“Us working moms have to stick together.”

As you’ll see in my bio and in many blog posts, it’s been a big [but positive] transition to living in a cul-de-sac [I’ve never really had the whole ‘neighborly’ dynamic, but have always wanted it]. The major perspective-shift happened this past summer when my husband was off work and I’d come home [often after 6p] to a slowly dissipating crowd of neighbors and kids packing up after an afternoon outside together.

My heart swelled for my kids, but from an adult-perspective, I felt so left out. My husband and another neighbor have summers off from teaching, we have a stay-at-home mom of three, retirees, work-from-homers, and a couple other schedules that afford work hours outside of the “M-F 9-5” world.

An internal battle started eating at me. How I could be a a great mom, fun and social neighbor, and help keep the household in order while still doing what they pay me to do at my day job? I’d never before been forced into such a headspace, and I panicked. I felt guilt. I felt anger. But most of all, I felt alone. Not because I’m the only mom on the street that works outside of the home, but because I felt like I was simply missing out on so much by being away. I looked around and everyone else had it so… ‘together’!  It started with my kids and husband, but when I became a part of a housing community, I consistently felt out of swing with them as well.

I say all of this to set the proper mental-scene for what happened next:

“Us working moms have to stick together.”

That’s not exactly how she said it, but it paints the same picture. The ‘she’ I am lovingly mis-quoting is actually one half of the lovely couple who sold us our dream home just about a year ago. We still somehow receive the occasional piece of mail mis-addressed to them, and she had offered to drop by on her way home from work to pick it up. This was around 930p, and after missing her first few “I’m here!”  texts because I was also still working, we had a bit of an empathetic chat about the dynamics of work/life balance.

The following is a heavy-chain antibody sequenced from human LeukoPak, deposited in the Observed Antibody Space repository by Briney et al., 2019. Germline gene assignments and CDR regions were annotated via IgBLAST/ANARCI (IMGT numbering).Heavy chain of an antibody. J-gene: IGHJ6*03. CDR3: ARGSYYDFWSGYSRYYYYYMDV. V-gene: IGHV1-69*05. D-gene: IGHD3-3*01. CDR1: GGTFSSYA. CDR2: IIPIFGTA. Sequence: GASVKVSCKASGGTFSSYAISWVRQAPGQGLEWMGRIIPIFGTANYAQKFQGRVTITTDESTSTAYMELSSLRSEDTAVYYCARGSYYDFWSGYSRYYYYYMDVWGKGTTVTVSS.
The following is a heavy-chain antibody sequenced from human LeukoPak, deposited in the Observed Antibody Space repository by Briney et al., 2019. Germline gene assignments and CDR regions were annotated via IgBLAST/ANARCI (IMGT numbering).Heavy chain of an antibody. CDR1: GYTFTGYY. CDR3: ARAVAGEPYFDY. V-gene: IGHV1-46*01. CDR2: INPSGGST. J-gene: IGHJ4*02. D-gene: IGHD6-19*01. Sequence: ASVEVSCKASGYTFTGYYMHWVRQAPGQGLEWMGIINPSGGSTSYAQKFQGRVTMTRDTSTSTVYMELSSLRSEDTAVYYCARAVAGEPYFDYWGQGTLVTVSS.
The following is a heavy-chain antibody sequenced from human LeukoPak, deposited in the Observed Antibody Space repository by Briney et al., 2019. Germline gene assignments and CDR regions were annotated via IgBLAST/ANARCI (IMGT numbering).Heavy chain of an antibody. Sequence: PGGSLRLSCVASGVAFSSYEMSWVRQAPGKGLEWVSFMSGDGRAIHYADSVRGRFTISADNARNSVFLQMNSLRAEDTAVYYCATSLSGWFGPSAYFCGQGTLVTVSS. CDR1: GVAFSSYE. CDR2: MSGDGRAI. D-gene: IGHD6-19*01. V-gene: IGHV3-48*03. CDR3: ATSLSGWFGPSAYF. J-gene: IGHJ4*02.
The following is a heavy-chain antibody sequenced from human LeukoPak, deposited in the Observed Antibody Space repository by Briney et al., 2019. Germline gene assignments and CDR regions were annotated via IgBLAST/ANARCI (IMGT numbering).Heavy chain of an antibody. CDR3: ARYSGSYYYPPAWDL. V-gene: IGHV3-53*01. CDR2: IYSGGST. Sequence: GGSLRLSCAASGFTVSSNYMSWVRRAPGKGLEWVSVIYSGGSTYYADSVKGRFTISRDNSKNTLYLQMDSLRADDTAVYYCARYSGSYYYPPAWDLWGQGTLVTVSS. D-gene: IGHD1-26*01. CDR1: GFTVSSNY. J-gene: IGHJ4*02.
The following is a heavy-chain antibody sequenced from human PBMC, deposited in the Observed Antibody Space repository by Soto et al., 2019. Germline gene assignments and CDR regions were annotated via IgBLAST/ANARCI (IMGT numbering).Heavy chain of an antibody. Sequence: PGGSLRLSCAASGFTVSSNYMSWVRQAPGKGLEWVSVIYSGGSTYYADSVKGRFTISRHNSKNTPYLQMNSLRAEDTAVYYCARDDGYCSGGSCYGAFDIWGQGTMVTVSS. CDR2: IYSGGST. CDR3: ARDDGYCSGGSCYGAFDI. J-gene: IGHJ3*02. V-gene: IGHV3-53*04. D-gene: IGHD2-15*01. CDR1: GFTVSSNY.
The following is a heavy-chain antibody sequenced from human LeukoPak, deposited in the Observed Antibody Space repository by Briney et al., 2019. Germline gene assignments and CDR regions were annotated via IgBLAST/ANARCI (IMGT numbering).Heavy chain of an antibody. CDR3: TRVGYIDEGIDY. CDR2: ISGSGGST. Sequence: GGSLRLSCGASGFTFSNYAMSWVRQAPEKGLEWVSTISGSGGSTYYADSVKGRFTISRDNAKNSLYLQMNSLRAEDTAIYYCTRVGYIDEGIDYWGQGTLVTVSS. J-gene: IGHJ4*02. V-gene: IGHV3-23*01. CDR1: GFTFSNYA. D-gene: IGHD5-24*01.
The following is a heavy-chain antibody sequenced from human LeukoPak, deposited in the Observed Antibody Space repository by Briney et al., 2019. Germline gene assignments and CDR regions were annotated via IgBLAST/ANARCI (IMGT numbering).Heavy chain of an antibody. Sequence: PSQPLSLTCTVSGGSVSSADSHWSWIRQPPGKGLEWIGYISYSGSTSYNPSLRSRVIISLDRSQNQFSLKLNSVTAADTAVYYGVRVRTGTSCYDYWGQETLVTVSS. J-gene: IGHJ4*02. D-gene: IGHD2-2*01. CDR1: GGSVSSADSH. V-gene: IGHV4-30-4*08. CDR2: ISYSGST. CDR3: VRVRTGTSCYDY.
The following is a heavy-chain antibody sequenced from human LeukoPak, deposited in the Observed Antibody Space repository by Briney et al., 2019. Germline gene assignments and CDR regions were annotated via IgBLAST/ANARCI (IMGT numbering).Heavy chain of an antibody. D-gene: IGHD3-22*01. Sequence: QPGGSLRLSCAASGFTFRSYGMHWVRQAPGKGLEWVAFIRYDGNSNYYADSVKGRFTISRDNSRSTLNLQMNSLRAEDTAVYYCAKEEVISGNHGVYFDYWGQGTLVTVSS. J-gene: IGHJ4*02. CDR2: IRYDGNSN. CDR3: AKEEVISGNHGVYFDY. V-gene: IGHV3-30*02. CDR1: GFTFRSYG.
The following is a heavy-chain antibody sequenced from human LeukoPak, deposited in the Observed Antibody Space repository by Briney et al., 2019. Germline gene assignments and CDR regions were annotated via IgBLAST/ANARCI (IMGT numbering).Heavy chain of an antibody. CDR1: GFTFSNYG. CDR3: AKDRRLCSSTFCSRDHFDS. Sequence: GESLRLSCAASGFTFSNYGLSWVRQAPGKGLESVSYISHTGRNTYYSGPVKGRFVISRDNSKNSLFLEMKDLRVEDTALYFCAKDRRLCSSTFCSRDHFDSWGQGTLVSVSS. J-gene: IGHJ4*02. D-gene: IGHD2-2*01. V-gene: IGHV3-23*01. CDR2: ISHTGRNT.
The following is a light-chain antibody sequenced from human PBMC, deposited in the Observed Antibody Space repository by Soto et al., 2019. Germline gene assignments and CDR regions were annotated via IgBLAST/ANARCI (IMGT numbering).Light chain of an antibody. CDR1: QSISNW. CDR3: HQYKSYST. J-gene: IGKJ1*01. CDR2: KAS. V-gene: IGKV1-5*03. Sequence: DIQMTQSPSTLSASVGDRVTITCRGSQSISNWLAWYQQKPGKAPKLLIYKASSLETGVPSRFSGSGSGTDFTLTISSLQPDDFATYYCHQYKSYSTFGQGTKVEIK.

And that’s when she hit me with that simple sentence.

Let me rewind a little, as will be helpful to fully paint the picture. Kate also has twins, as well as a younger child, and one on the way next month. When we first walked into the house and saw the decor, the photos of their twins — even their sweet music collection, both my husband and I knew in our hearts that this home would be perfect for our family. I never realized we would get the opportunity to know these people outside of their artistic tastes, or how much we’d actually have in common.

So there it was. The one thing I needed to hear. The one sentence that contained everything from empowerment to empathy in less than 10 words. This ‘has-it-all’ woman was standing on my doorstep — not just sympathizing with me — but relating to me! As a mom — particularly a twin mom — I have been bombarded with people [lovingly] preparing me for how difficult life is going to be since our pregnancy announcement. It’s forced me so deeply into this unrealistic headspace of ‘having it all together’, that it’s really blinded me to the simple truth: I’m only as alone in this as I choose to be.

Today, and every day, I challenge you to find empowerment in your struggles instead of weakness. You are not alone, and when we open ourselves to these conversations, we’re helping others see that as well.




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